October 21, 2013

Beyond BioBlitz

by Sally Plumb from National Park Service ' . get_the_title() . '' ); ?>

Preserving biodiversity—from a beetle to a grizzly bear—allows us to understand how the pieces of an ecosystem fit together and helps us to detect long term changes in our environment. The NPS Biodiversity Discovery program provides opportunities, such as bioblitzes, for professional scientists to join with people of all ages and backgrounds, especially next generation stewards, in the discovery of living organisms in our national parks. These efforts not only provide better information for managing resources, they also provide opportunities for people to experience the thrill and excitement of scientific discovery.  Since the beginning of the Call to Action, at least 83 parks of all sizes, including cultural, urban, and wilderness parks, have engaged in biodiversity discovery efforts of multiple levels and scopes. These efforts have involved more than 17,500 participants and resulted in the discovery of approximately 5,200 species.

A key part of the NPS Biodiversity Discovery Program and Call to Action Item #7 (Next Generation Stewards) is a ten year collaboration with the National Geographic Society in which a large scale BioBlitz is accomplished each year in a different NPS unit. The 2013 NPS/NGS effort took place in Jean Lafitte National Historical Park and Preserve. Nearly 3,000 people joined in the adventure. Despite heat, humidity, and hungry mosquitoes, BioBlitz participants walked trails and cruised waterways to inventory the Barataria Preserve’s wetlands. As the field trip handouts said, “Look up! Look down! Look all around!” The payoff was a big one: 458 species positively identified in 24 hours (scientists are still working on some of the trickier ones), smiles, stories, and a new appreciation of the world around us.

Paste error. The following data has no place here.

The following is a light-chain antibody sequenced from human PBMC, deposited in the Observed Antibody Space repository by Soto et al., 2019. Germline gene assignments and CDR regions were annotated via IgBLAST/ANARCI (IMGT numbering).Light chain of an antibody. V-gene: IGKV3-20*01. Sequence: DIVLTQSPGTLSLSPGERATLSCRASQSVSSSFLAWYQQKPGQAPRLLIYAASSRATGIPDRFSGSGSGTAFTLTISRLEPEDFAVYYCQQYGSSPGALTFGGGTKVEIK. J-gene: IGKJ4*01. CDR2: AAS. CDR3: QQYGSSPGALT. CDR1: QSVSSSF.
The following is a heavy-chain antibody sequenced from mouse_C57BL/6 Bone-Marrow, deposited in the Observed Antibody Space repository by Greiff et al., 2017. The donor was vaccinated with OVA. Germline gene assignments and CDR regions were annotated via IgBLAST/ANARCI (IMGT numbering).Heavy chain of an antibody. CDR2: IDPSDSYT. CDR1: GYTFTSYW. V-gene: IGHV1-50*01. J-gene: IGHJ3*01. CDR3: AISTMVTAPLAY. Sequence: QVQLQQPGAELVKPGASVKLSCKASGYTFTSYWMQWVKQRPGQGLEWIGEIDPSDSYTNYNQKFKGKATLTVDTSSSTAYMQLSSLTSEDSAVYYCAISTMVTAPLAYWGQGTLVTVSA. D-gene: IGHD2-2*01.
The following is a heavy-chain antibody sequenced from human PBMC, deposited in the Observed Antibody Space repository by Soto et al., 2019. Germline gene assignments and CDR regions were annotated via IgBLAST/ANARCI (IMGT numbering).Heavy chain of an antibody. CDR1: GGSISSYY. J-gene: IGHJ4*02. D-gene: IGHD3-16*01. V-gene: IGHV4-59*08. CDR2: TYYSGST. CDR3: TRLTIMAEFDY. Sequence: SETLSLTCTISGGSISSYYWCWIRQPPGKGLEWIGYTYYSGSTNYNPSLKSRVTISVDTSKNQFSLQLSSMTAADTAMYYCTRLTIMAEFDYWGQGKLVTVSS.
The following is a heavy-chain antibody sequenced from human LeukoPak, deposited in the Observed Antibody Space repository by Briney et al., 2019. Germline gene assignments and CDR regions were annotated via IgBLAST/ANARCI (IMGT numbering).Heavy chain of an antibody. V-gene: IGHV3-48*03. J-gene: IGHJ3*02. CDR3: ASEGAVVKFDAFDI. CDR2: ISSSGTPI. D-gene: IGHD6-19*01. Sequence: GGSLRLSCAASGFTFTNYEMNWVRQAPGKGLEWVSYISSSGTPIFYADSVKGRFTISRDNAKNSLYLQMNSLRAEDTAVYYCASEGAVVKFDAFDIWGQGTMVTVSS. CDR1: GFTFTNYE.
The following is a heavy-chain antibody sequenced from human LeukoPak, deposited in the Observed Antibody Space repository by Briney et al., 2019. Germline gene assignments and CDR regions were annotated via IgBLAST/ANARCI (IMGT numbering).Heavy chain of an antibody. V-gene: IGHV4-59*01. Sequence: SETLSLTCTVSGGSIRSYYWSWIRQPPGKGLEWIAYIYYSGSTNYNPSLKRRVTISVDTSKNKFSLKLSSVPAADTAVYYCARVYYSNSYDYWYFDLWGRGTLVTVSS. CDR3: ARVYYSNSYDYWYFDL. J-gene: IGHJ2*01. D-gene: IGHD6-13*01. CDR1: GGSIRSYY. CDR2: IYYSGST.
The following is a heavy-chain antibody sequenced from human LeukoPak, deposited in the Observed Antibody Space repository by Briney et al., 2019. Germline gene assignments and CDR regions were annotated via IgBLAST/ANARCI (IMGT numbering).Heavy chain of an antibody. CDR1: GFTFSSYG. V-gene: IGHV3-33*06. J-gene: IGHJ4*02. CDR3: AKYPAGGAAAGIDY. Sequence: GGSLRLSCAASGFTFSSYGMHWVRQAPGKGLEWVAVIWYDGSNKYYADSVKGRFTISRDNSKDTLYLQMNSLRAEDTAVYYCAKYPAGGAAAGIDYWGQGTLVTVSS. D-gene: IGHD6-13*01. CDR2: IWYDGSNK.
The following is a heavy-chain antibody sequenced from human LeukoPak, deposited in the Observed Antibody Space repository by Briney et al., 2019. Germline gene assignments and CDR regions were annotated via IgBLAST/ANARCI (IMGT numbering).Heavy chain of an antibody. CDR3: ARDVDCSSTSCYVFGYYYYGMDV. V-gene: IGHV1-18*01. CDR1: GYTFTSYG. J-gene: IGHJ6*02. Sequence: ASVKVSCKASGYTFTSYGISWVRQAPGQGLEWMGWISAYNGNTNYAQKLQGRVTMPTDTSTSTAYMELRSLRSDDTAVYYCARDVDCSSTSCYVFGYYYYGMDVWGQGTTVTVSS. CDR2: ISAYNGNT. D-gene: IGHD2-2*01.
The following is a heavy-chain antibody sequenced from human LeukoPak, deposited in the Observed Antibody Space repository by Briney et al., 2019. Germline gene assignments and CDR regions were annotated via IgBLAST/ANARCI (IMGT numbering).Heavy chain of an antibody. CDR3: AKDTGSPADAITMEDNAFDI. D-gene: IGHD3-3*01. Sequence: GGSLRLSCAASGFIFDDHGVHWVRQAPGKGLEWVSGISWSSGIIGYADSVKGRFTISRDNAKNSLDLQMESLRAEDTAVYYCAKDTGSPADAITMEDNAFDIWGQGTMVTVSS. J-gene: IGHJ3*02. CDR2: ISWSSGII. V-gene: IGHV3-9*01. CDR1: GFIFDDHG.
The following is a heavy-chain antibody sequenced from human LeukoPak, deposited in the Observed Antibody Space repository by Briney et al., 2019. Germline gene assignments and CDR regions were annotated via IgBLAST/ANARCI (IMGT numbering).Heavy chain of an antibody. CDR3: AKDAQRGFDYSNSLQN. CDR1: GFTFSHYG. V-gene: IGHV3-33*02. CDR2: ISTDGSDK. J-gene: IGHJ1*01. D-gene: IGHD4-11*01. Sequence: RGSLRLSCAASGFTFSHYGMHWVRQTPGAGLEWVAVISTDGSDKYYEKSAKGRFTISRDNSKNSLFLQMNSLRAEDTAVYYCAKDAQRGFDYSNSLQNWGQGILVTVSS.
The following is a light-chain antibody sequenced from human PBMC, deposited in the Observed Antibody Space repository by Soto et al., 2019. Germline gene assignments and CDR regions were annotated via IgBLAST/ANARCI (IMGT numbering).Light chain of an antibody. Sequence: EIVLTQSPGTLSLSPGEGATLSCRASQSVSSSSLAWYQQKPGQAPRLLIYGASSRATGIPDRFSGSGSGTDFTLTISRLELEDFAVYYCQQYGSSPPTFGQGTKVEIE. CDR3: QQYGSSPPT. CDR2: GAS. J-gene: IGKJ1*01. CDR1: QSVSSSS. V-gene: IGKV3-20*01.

During the BioBlitz, the E.O. Wilson Biodiversity Foundation initiated a “Collaborative Storytelling Project,” to capture stories about participants making connections with nature, and how people are inspired and transformed by this connection. This project resulted in a video “Inspired by Nature,” and includes interviews with two of the NPS Biodiversity Youth Ambassadors: Ben Clark and Parker Hopkins. The Ambassadors are also highlighted on the Foundation’s website. The National Geographic Society has also just released a video,“Imani’s BioBlitz,” showcasing the experiences of a 7 year old girl from Bridgeport, Connecticut. “BioBlitz 2013 was a lot of work, but it was all worth it,” said Dusty Pate, Jean Lafitte’s natural resource program manager and leader of the park’s BioBlitz team. “Those kids’ reactions are exactly what we were looking for. It feels good to know we changed some lives.”

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